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The case for creative tension
Would you run a campaign where your brand is passed over, not once but multiple times in the space of a minute? It worked for Heineken, who’ve been encouraging consumers to curb their drinking behaviour for the past few years. Getting it past the sales team, however, is an entirely different beast…
Speaking at eurobest 2017, Global Director of Marketing Communications at Heineken, Anuraag Trikha, said uncomfortable tensions create stronger work. It’s a bold statement, but bold is what brands need to be to become and stay relevant.
Think about it: Have you watched an advert that made little sense, with the niggling feeling the original idea was probably good? Or been involved in a creative process where the end result was sanitised beyond recognition?
Trying to satisfy all parties is the best route to average work. But by harnessing disagreement, you can elevate your brand.
Trikha says that as a brand, Heineken always takes a stand, “Taking a stand is good for the brand, for consumers, and for the world.”
It ties nicely into the idea of purpose; a theme that flowed throughout this year’s event. But why is tension so important? Well, it’s the way our brains work best.
All great stories come from tension
The old marketing trope that people buy holes, not drills rings true. Everything in life is a decision between A and B and every good story is borne from conflict. If you can position your brand as the solution to a universal tension, you’ve hit the marketing sweet spot; much like ‘Just do it’ has done for Nike since 1988.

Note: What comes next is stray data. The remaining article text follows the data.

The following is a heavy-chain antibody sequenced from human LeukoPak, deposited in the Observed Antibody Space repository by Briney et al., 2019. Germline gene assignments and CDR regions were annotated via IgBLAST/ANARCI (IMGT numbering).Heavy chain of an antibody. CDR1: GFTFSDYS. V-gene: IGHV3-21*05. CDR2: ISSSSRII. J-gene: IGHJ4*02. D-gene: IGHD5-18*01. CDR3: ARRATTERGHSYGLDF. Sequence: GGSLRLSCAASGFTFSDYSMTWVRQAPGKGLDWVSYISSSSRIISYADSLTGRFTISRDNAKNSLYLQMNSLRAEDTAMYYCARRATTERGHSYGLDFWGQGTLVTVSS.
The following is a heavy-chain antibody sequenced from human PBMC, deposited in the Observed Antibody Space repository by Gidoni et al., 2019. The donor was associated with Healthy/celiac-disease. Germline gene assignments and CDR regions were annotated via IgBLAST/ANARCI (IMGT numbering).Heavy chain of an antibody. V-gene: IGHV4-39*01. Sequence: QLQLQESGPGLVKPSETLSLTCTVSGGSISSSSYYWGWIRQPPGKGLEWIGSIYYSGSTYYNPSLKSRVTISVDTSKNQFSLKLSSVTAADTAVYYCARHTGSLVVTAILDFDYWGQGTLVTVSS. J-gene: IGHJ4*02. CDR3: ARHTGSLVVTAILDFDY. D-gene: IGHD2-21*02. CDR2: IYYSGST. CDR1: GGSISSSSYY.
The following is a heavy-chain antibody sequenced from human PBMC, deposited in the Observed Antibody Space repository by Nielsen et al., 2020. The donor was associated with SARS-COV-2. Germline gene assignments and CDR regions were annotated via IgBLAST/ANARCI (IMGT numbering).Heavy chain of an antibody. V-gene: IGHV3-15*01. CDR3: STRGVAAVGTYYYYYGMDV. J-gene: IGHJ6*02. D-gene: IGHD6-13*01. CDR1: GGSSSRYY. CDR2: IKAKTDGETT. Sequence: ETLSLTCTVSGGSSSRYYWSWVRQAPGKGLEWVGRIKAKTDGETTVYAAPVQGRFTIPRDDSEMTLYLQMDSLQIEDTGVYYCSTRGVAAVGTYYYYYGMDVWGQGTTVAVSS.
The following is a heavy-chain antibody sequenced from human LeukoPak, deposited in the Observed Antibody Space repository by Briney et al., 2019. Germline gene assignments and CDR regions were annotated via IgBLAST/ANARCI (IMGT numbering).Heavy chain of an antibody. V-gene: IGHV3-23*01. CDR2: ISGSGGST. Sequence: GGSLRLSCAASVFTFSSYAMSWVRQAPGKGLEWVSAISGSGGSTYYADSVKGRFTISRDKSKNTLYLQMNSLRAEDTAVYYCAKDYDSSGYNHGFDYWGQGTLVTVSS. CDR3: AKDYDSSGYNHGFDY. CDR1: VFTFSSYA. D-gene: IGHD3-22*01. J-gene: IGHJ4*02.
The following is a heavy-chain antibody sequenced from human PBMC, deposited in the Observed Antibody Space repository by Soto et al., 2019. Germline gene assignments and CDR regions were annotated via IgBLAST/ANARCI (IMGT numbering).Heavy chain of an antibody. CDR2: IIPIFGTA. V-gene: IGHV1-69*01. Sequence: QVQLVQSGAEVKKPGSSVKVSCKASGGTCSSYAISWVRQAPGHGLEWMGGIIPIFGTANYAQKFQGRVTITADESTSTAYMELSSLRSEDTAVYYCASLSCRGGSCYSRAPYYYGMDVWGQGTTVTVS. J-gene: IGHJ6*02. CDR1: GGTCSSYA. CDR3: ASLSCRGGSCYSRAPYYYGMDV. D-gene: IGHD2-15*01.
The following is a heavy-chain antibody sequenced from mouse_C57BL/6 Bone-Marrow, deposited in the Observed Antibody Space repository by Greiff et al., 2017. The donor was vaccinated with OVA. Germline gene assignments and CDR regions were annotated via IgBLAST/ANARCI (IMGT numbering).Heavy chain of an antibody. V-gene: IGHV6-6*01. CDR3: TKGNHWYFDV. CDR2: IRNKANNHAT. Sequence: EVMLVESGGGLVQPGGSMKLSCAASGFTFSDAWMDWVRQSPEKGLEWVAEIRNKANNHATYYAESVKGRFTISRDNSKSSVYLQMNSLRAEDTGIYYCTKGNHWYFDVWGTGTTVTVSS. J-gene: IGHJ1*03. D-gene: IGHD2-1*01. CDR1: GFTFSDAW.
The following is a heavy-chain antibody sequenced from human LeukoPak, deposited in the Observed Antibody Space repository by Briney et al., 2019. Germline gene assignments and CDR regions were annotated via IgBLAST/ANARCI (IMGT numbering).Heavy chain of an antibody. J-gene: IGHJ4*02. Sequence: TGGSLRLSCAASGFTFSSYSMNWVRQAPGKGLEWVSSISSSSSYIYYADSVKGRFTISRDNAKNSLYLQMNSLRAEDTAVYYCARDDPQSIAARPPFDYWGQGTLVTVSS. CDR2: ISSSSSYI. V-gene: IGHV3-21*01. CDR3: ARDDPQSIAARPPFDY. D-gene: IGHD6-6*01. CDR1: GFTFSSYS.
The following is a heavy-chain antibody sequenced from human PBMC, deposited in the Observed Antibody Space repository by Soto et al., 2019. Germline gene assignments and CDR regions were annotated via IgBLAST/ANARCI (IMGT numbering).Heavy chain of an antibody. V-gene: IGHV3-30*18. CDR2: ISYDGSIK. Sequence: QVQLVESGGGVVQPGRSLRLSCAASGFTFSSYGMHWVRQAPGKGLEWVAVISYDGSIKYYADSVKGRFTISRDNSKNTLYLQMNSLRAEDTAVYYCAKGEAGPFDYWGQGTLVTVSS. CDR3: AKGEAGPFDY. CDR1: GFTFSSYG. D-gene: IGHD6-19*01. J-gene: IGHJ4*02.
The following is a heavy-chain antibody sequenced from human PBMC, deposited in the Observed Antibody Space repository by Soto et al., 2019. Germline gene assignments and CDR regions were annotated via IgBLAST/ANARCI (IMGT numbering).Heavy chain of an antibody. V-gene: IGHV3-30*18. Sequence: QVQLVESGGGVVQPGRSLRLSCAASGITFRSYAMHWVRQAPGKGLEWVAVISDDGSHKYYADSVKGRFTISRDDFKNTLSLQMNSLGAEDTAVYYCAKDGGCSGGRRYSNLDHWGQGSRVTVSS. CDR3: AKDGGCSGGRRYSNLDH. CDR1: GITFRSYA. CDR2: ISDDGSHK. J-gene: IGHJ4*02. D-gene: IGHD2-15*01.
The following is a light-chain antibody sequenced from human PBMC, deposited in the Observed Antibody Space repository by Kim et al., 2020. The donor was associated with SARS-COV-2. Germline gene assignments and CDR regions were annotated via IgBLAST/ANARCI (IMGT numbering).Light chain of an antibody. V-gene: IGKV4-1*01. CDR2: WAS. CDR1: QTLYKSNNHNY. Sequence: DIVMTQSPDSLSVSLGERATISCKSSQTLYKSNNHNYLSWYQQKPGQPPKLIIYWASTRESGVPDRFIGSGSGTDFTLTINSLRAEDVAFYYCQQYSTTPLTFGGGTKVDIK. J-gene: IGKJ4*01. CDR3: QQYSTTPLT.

But to crack that magic formula Trikha says brands and agencies need to get comfortable with discomfort. Creative innovation doesn’t come from Don Draper having an ‘aha’ moment, or agencies nodding along to everything a client says; disagreement and discussion are where the best ideas break through.
It’s up to clients to appoint agencies that will challenge and extend them; and it’s up to agencies to show clients that they’re listening and genuinely understand the brand.
Make room for creativity
The last thing any client needs is to feel bullied into an idea; and rushing the execution of a bold campaign could be detrimental to the brand. Campaigns that stand out need time to build and breathe. As Trikha says, “We as clients often make the mistake of looking for a solution before we find a solution space.”
Campaigns like Heineken’s work to make responsible consumption aspirational aren’t going to fly through the sign-off process and sit comfortably with all departments. This needs to be factored into the creative timeline to ensure nothing is watered down.
In the case of Haribo’s Tangfastics advert, the creators actually filmed test versions in their office. This gave the team time to warm the client up to the concept before going ahead.
There’s often a drive to move quickly from brief to execution, but Trikha says the smartest route to results involves taking the time to select the right team, and cultivate, challenge and test the creative concept as a collaboration between agency and client.
“You have to create the space and time for creativity and then start,” he says.
Allowing your brand enough time to formulate and execute ideas with relevance and purpose is the best way to stand out. As a company that now invests more than 10% of their entire media spend on promoting moderation in a category that’s all about enjoying alcohol, Heineken has certainly shown its commitment to becoming one brand that does just that.